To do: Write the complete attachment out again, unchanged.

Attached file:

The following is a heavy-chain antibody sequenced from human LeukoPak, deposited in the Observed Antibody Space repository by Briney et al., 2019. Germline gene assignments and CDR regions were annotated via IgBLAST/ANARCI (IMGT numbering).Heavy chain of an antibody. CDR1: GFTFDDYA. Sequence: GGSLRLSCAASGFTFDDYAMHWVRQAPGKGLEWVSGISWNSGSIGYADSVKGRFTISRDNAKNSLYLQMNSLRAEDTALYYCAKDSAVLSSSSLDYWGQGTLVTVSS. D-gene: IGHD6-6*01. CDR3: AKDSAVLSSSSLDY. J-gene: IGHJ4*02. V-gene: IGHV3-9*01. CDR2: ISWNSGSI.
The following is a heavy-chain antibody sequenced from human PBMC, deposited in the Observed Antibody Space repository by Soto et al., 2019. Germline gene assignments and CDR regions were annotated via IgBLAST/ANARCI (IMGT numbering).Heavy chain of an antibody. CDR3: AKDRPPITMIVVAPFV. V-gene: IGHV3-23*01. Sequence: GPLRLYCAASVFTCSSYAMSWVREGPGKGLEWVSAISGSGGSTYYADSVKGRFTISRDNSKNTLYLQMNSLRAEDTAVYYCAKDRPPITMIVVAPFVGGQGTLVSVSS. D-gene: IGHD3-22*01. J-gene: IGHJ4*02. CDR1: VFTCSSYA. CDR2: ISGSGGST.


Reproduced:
The following is a heavy-chain antibody sequenced from human LeukoPak, deposited in the Observed Antibody Space repository by Briney et al., 2019. Germline gene assignments and CDR regions were annotated via IgBLAST/ANARCI (IMGT numbering).Heavy chain of an antibody. CDR1: GFTFDDYA. Sequence: GGSLRLSCAASGFTFDDYAMHWVRQAPGKGLEWVSGISWNSGSIGYADSVKGRFTISRDNAKNSLYLQMNSLRAEDTALYYCAKDSAVLSSSSLDYWGQGTLVTVSS. D-gene: IGHD6-6*01. CDR3: AKDSAVLSSSSLDY. J-gene: IGHJ4*02. V-gene: IGHV3-9*01. CDR2: ISWNSGSI.
The following is a heavy-chain antibody sequenced from human PBMC, deposited in the Observed Antibody Space repository by Soto et al., 2019. Germline gene assignments and CDR regions were annotated via IgBLAST/ANARCI (IMGT numbering).Heavy chain of an antibody. CDR3: AKDRPPITMIVVAPFV. V-gene: IGHV3-23*01. Sequence: GPLRLYCAASVFTCSSYAMSWVREGPGKGLEWVSAISGSGGSTYYADSVKGRFTISRDNSKNTLYLQMNSLRAEDTAVYYCAKDRPPITMIVVAPFVGGQGTLVSVSS. D-gene: IGHD3-22*01. J-gene: IGHJ4*02. CDR1: VFTCSSYA. CDR2: ISGSGGST.